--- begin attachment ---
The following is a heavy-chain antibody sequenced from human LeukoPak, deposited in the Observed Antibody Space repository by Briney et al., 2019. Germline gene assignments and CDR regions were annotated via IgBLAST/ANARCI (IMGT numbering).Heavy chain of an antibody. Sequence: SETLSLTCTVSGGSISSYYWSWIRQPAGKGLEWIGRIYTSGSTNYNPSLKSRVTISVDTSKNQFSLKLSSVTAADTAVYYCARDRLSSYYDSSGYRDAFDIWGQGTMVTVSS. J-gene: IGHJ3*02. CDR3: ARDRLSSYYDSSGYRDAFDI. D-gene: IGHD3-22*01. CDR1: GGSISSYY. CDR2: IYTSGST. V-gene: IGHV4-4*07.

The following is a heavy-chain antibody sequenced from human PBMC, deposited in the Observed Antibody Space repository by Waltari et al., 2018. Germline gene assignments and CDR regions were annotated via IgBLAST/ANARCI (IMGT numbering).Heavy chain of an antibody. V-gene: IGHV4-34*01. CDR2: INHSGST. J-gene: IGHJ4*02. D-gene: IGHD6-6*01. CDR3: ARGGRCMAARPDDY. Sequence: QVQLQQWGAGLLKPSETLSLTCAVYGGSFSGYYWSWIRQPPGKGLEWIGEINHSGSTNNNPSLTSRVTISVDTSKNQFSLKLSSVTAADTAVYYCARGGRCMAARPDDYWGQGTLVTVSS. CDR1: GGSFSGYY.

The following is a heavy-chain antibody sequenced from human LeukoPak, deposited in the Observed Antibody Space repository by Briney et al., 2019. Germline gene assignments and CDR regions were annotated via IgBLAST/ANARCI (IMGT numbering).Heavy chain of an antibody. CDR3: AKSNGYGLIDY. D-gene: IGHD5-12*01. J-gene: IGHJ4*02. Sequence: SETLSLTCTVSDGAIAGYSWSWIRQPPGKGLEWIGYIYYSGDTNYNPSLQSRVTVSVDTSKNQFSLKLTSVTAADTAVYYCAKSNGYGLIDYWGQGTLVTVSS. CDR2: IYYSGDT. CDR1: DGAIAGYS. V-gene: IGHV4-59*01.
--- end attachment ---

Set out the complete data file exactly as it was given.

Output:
The following is a heavy-chain antibody sequenced from human LeukoPak, deposited in the Observed Antibody Space repository by Briney et al., 2019. Germline gene assignments and CDR regions were annotated via IgBLAST/ANARCI (IMGT numbering).Heavy chain of an antibody. Sequence: SETLSLTCTVSGGSISSYYWSWIRQPAGKGLEWIGRIYTSGSTNYNPSLKSRVTISVDTSKNQFSLKLSSVTAADTAVYYCARDRLSSYYDSSGYRDAFDIWGQGTMVTVSS. J-gene: IGHJ3*02. CDR3: ARDRLSSYYDSSGYRDAFDI. D-gene: IGHD3-22*01. CDR1: GGSISSYY. CDR2: IYTSGST. V-gene: IGHV4-4*07.

The following is a heavy-chain antibody sequenced from human PBMC, deposited in the Observed Antibody Space repository by Waltari et al., 2018. Germline gene assignments and CDR regions were annotated via IgBLAST/ANARCI (IMGT numbering).Heavy chain of an antibody. V-gene: IGHV4-34*01. CDR2: INHSGST. J-gene: IGHJ4*02. D-gene: IGHD6-6*01. CDR3: ARGGRCMAARPDDY. Sequence: QVQLQQWGAGLLKPSETLSLTCAVYGGSFSGYYWSWIRQPPGKGLEWIGEINHSGSTNNNPSLTSRVTISVDTSKNQFSLKLSSVTAADTAVYYCARGGRCMAARPDDYWGQGTLVTVSS. CDR1: GGSFSGYY.

The following is a heavy-chain antibody sequenced from human LeukoPak, deposited in the Observed Antibody Space repository by Briney et al., 2019. Germline gene assignments and CDR regions were annotated via IgBLAST/ANARCI (IMGT numbering).Heavy chain of an antibody. CDR3: AKSNGYGLIDY. D-gene: IGHD5-12*01. J-gene: IGHJ4*02. Sequence: SETLSLTCTVSDGAIAGYSWSWIRQPPGKGLEWIGYIYYSGDTNYNPSLQSRVTVSVDTSKNQFSLKLTSVTAADTAVYYCAKSNGYGLIDYWGQGTLVTVSS. CDR2: IYYSGDT. CDR1: DGAIAGYS. V-gene: IGHV4-59*01.